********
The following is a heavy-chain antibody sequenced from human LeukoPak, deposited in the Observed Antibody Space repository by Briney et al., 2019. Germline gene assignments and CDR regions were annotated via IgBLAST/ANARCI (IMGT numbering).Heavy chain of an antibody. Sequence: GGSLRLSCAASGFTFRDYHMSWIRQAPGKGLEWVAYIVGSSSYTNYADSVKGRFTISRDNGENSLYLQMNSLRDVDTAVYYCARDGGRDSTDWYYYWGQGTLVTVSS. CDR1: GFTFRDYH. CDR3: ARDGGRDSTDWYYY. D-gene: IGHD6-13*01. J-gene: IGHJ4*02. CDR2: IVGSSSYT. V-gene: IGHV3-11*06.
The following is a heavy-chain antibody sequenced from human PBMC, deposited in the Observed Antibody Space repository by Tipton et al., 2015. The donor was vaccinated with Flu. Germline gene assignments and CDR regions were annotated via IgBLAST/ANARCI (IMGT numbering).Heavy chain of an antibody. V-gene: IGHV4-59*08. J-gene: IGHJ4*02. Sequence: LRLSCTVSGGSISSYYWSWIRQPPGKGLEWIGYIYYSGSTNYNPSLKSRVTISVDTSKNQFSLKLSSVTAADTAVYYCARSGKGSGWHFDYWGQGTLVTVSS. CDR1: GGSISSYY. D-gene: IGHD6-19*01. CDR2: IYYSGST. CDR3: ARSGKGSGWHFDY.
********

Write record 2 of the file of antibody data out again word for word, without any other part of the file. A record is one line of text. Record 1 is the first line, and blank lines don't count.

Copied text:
The following is a heavy-chain antibody sequenced from human PBMC, deposited in the Observed Antibody Space repository by Tipton et al., 2015. The donor was vaccinated with Flu. Germline gene assignments and CDR regions were annotated via IgBLAST/ANARCI (IMGT numbering).Heavy chain of an antibody. V-gene: IGHV4-59*08. J-gene: IGHJ4*02. Sequence: LRLSCTVSGGSISSYYWSWIRQPPGKGLEWIGYIYYSGSTNYNPSLKSRVTISVDTSKNQFSLKLSSVTAADTAVYYCARSGKGSGWHFDYWGQGTLVTVSS. CDR1: GGSISSYY. D-gene: IGHD6-19*01. CDR2: IYYSGST. CDR3: ARSGKGSGWHFDY.